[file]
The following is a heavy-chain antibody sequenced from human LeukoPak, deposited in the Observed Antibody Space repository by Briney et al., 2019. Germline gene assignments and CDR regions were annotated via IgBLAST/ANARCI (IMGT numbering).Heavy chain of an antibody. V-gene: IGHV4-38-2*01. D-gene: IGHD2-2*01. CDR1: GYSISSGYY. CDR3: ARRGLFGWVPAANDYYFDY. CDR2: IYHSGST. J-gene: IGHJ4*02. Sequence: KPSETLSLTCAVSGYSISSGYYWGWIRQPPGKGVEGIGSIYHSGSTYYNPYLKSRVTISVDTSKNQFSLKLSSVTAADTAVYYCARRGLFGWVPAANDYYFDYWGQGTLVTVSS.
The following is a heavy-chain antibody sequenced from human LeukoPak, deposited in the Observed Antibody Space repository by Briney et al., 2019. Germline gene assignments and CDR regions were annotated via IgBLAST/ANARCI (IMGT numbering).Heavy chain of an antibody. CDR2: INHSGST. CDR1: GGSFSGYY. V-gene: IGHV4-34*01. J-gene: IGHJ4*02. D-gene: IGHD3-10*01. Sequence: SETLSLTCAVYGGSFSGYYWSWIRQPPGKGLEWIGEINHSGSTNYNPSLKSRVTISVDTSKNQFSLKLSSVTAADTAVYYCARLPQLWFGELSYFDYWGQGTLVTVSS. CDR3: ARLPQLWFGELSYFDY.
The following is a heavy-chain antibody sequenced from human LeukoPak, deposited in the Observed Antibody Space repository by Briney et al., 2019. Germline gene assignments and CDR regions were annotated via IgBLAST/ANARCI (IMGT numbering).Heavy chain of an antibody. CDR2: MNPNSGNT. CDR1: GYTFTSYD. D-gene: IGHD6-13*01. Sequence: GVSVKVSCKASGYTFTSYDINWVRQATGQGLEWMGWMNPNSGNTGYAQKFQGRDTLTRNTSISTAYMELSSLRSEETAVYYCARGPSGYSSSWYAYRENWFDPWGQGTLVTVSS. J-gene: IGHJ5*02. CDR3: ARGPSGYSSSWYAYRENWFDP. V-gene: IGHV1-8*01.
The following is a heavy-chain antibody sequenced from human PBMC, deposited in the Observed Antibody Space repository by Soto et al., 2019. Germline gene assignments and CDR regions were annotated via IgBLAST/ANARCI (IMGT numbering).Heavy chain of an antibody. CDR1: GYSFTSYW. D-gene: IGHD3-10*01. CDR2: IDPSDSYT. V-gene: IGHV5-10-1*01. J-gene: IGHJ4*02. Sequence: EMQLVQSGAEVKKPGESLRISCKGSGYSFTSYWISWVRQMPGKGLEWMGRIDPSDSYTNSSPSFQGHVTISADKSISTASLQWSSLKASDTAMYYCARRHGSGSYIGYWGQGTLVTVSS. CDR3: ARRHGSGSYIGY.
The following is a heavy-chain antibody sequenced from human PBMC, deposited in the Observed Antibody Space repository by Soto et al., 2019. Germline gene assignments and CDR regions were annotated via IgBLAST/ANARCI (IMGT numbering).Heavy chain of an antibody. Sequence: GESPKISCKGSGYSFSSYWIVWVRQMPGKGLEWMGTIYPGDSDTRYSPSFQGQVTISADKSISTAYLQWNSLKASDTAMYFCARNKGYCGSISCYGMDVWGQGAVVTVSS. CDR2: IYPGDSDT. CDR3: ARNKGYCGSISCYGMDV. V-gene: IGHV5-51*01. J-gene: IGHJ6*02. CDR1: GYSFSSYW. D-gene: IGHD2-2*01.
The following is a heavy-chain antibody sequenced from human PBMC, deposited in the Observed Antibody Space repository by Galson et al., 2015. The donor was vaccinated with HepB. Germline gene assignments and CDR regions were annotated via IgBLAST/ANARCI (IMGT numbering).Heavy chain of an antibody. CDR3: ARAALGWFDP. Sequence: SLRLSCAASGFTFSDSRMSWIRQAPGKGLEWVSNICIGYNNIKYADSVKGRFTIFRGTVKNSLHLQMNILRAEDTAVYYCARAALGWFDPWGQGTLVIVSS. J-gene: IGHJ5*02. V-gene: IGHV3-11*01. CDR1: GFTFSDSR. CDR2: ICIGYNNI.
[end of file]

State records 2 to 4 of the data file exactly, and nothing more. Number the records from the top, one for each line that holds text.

The following is a heavy-chain antibody sequenced from human LeukoPak, deposited in the Observed Antibody Space repository by Briney et al., 2019. Germline gene assignments and CDR regions were annotated via IgBLAST/ANARCI (IMGT numbering).Heavy chain of an antibody. CDR2: INHSGST. CDR1: GGSFSGYY. V-gene: IGHV4-34*01. J-gene: IGHJ4*02. D-gene: IGHD3-10*01. Sequence: SETLSLTCAVYGGSFSGYYWSWIRQPPGKGLEWIGEINHSGSTNYNPSLKSRVTISVDTSKNQFSLKLSSVTAADTAVYYCARLPQLWFGELSYFDYWGQGTLVTVSS. CDR3: ARLPQLWFGELSYFDY.
The following is a heavy-chain antibody sequenced from human LeukoPak, deposited in the Observed Antibody Space repository by Briney et al., 2019. Germline gene assignments and CDR regions were annotated via IgBLAST/ANARCI (IMGT numbering).Heavy chain of an antibody. CDR2: MNPNSGNT. CDR1: GYTFTSYD. D-gene: IGHD6-13*01. Sequence: GVSVKVSCKASGYTFTSYDINWVRQATGQGLEWMGWMNPNSGNTGYAQKFQGRDTLTRNTSISTAYMELSSLRSEETAVYYCARGPSGYSSSWYAYRENWFDPWGQGTLVTVSS. J-gene: IGHJ5*02. CDR3: ARGPSGYSSSWYAYRENWFDP. V-gene: IGHV1-8*01.
The following is a heavy-chain antibody sequenced from human PBMC, deposited in the Observed Antibody Space repository by Soto et al., 2019. Germline gene assignments and CDR regions were annotated via IgBLAST/ANARCI (IMGT numbering).Heavy chain of an antibody. CDR1: GYSFTSYW. D-gene: IGHD3-10*01. CDR2: IDPSDSYT. V-gene: IGHV5-10-1*01. J-gene: IGHJ4*02. Sequence: EMQLVQSGAEVKKPGESLRISCKGSGYSFTSYWISWVRQMPGKGLEWMGRIDPSDSYTNSSPSFQGHVTISADKSISTASLQWSSLKASDTAMYYCARRHGSGSYIGYWGQGTLVTVSS. CDR3: ARRHGSGSYIGY.